The mobility industry has been responding to a global demand for higher sustainability for many years, and the electric vehicle (EV) is one answer.
The acceleration toward EV production is shaking up the automotive industry in ways no one could have predicted.
How manufacturers respond could mark an industry revolution not seen in decades.
The number of EVs on the road is expected to reach almost 10 million this year, as sales grow despite the COVID-19 health pandemic.1 And amid the crisis, EV sales could reach a record share of the overall vehicle market for 2020.2
Original equipment manufacturers (OEMs) face growing pressure to address a dramatically shifting automotive industry and customer landscape:
Sustainability needs are growing and maturing, especially among young people, and particularly where mobility is concerned.
New customers, who live in urban areas and are more likely to use multi-modal urban transportation, are inclined to use digital channels to stay updated on the latest technology developments.
The circular economy is pushing the automotive industry to make environmentally friendly vehicles along their whole lifecycle—from green production using renewable energies to responsible battery disposal and chemical recycling.
Fast evolving technologies are reshaping the passenger vehicle through Connectivity, Autonomous, Sharing and Electrification (CASE) trends.
Pushing the e-revolution along, EVs are becoming increasingly sophisticated. For example, Tesla Inc. pioneered the concept of selling wirelessly updatable vehicles, demonstrating that it is possible to transfer updates and new features to the vehicle much in the same way consumers download new software to their smartphones. Today, other traditional automotive manufacturers are following suit.
EVs are the future
By 2025, all new vehicles are expected to be connected, and by 2030, 30% will likely be electric.
Car-sharing goes electric
45% of car-sharing providers in Europe already operate a 100% electric fleet.3
Stringent CO2 emissions targets have driven European governments and automotive players to invest €60 billion in EVs and batteries.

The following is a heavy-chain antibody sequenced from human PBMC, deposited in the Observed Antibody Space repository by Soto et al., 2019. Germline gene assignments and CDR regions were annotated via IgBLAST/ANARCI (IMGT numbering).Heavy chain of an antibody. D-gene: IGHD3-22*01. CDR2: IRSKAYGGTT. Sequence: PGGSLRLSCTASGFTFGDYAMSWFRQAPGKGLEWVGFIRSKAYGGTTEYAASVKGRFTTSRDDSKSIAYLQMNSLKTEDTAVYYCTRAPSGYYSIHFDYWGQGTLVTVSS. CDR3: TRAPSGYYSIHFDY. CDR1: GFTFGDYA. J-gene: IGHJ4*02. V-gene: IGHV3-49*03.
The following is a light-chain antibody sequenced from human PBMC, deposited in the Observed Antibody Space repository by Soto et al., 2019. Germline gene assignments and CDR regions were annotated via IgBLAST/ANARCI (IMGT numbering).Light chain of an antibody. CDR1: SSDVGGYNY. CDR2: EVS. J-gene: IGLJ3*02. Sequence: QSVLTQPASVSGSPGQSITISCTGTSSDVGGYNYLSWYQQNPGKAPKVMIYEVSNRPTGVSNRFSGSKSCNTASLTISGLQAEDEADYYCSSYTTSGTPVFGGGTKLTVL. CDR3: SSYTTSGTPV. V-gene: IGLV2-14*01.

Revenue at risk
By 2040, battery EV volume will put 10% to 15% of current OEM’s aftersales revenues at risk due to changing maintenance activities.
A new essential ecosystem is emerging
The electric revolution creates a new, evolving ecosystem that includes utilities, charging infrastructure developers, new mobility service providers and battery manufacturers, to name a few important categories. OEMs will have to work with new players and orchestrate the ecosystem to develop a consistent offering of vehicles, services and charging experience.
For example, Daimler has created a "live replacement parts store" for the fleet of third-generation EVs. The battery storage plant is available to the energy market to supply primary balancing power. Its modular design enables the system to continuously and automatically stabilize the power grid with balancing power. This solution is an example of how batteries could be turned into an opportunity for OEMs while supporting and integrating with utilities and grid operators.
The sustainability revolution is already underway, and the initial uncertainty over whether EVs will become a key part of the mainstream global vehicle market is over. The only uncertainty to manage now is over what role manufacturers will play in this revolution. Traditional OEMs that want to lead will need to double-down now.